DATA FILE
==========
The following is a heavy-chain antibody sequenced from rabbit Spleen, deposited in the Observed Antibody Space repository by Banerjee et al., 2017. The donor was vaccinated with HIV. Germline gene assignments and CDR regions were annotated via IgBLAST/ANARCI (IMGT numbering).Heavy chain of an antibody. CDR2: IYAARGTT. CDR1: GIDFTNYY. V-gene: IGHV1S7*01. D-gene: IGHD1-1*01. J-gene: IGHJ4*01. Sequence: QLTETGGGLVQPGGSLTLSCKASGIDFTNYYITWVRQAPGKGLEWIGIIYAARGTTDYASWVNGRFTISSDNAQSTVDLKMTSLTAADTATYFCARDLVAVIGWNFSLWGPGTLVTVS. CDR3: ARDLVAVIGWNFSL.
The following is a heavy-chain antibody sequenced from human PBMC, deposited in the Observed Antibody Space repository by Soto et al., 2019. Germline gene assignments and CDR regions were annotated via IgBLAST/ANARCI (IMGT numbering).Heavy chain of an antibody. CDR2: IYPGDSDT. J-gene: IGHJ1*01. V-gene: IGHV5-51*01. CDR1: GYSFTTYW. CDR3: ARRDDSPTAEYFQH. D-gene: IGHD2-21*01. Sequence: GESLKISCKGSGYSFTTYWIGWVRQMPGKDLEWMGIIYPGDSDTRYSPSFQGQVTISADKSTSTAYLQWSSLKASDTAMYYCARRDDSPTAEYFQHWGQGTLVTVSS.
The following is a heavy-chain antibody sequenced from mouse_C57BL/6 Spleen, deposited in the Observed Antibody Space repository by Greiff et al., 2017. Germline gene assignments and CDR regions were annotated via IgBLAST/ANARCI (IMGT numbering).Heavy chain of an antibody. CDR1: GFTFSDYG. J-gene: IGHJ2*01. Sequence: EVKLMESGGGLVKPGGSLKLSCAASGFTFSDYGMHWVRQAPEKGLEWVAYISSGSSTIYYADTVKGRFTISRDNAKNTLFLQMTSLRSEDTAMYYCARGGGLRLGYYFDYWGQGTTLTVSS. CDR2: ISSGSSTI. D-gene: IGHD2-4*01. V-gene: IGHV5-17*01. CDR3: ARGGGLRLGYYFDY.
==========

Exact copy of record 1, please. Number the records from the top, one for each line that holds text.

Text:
The following is a heavy-chain antibody sequenced from rabbit Spleen, deposited in the Observed Antibody Space repository by Banerjee et al., 2017. The donor was vaccinated with HIV. Germline gene assignments and CDR regions were annotated via IgBLAST/ANARCI (IMGT numbering).Heavy chain of an antibody. CDR2: IYAARGTT. CDR1: GIDFTNYY. V-gene: IGHV1S7*01. D-gene: IGHD1-1*01. J-gene: IGHJ4*01. Sequence: QLTETGGGLVQPGGSLTLSCKASGIDFTNYYITWVRQAPGKGLEWIGIIYAARGTTDYASWVNGRFTISSDNAQSTVDLKMTSLTAADTATYFCARDLVAVIGWNFSLWGPGTLVTVS. CDR3: ARDLVAVIGWNFSL.